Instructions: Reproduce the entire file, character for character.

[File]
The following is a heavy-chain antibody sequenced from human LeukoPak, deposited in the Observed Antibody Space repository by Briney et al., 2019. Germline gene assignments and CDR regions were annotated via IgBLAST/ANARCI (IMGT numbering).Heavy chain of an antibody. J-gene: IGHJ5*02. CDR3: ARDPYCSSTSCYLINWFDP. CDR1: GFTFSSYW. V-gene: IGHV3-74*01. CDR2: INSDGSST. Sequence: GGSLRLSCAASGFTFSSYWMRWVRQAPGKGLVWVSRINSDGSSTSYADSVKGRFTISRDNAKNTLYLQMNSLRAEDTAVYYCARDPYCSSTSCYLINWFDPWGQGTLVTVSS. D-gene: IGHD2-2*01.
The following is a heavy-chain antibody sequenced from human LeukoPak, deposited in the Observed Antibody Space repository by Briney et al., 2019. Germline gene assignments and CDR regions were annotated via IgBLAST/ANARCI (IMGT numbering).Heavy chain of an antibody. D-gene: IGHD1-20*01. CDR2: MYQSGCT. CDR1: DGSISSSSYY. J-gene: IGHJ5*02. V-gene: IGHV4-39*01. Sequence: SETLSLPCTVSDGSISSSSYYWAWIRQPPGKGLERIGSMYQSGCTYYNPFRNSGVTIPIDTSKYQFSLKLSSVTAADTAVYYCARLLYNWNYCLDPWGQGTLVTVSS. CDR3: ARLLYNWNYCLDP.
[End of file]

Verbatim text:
The following is a heavy-chain antibody sequenced from human LeukoPak, deposited in the Observed Antibody Space repository by Briney et al., 2019. Germline gene assignments and CDR regions were annotated via IgBLAST/ANARCI (IMGT numbering).Heavy chain of an antibody. J-gene: IGHJ5*02. CDR3: ARDPYCSSTSCYLINWFDP. CDR1: GFTFSSYW. V-gene: IGHV3-74*01. CDR2: INSDGSST. Sequence: GGSLRLSCAASGFTFSSYWMRWVRQAPGKGLVWVSRINSDGSSTSYADSVKGRFTISRDNAKNTLYLQMNSLRAEDTAVYYCARDPYCSSTSCYLINWFDPWGQGTLVTVSS. D-gene: IGHD2-2*01.
The following is a heavy-chain antibody sequenced from human LeukoPak, deposited in the Observed Antibody Space repository by Briney et al., 2019. Germline gene assignments and CDR regions were annotated via IgBLAST/ANARCI (IMGT numbering).Heavy chain of an antibody. D-gene: IGHD1-20*01. CDR2: MYQSGCT. CDR1: DGSISSSSYY. J-gene: IGHJ5*02. V-gene: IGHV4-39*01. Sequence: SETLSLPCTVSDGSISSSSYYWAWIRQPPGKGLERIGSMYQSGCTYYNPFRNSGVTIPIDTSKYQFSLKLSSVTAADTAVYYCARLLYNWNYCLDPWGQGTLVTVSS. CDR3: ARLLYNWNYCLDP.